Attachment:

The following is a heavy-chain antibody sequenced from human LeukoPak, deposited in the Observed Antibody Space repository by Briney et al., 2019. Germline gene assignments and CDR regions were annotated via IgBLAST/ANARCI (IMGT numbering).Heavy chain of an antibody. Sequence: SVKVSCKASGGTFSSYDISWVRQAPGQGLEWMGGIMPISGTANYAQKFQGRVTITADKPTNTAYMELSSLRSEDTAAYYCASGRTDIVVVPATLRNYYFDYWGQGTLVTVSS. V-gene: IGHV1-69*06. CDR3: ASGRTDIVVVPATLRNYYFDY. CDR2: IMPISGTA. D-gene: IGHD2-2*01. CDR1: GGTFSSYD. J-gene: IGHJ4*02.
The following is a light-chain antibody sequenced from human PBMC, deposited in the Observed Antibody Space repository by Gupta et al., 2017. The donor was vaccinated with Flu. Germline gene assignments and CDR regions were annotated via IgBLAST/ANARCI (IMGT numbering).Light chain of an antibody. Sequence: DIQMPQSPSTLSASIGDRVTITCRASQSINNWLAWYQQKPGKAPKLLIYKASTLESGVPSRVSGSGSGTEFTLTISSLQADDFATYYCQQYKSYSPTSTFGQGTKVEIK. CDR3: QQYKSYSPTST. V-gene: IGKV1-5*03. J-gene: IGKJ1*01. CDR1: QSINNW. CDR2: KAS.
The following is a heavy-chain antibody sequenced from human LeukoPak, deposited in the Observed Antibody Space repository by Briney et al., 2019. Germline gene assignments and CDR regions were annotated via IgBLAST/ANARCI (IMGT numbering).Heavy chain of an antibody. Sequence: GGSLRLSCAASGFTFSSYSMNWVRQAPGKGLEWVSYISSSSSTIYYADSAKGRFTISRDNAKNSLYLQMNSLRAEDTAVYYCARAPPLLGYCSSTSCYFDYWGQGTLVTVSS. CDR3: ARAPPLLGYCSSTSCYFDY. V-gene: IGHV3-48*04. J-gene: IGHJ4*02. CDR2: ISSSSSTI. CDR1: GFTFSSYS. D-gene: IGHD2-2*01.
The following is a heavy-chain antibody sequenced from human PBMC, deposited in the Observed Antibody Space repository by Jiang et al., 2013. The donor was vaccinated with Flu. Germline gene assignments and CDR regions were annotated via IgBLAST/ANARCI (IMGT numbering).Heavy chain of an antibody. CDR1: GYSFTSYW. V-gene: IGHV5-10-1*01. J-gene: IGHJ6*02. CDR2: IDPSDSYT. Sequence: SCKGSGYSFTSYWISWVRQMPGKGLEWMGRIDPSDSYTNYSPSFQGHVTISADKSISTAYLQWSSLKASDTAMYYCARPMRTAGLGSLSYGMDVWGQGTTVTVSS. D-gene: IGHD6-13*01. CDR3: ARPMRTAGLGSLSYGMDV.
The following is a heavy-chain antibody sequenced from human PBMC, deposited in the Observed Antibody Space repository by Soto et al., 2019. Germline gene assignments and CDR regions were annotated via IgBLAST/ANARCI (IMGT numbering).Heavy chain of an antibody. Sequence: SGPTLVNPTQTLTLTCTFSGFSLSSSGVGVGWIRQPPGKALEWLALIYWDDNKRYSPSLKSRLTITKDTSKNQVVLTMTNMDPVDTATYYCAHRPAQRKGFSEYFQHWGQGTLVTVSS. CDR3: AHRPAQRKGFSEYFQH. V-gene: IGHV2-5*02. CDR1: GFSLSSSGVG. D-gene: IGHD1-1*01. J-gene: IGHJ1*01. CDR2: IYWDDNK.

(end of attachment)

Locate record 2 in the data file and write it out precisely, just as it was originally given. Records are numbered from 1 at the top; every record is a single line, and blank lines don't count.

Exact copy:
The following is a light-chain antibody sequenced from human PBMC, deposited in the Observed Antibody Space repository by Gupta et al., 2017. The donor was vaccinated with Flu. Germline gene assignments and CDR regions were annotated via IgBLAST/ANARCI (IMGT numbering).Light chain of an antibody. Sequence: DIQMPQSPSTLSASIGDRVTITCRASQSINNWLAWYQQKPGKAPKLLIYKASTLESGVPSRVSGSGSGTEFTLTISSLQADDFATYYCQQYKSYSPTSTFGQGTKVEIK. CDR3: QQYKSYSPTST. V-gene: IGKV1-5*03. J-gene: IGKJ1*01. CDR1: QSINNW. CDR2: KAS.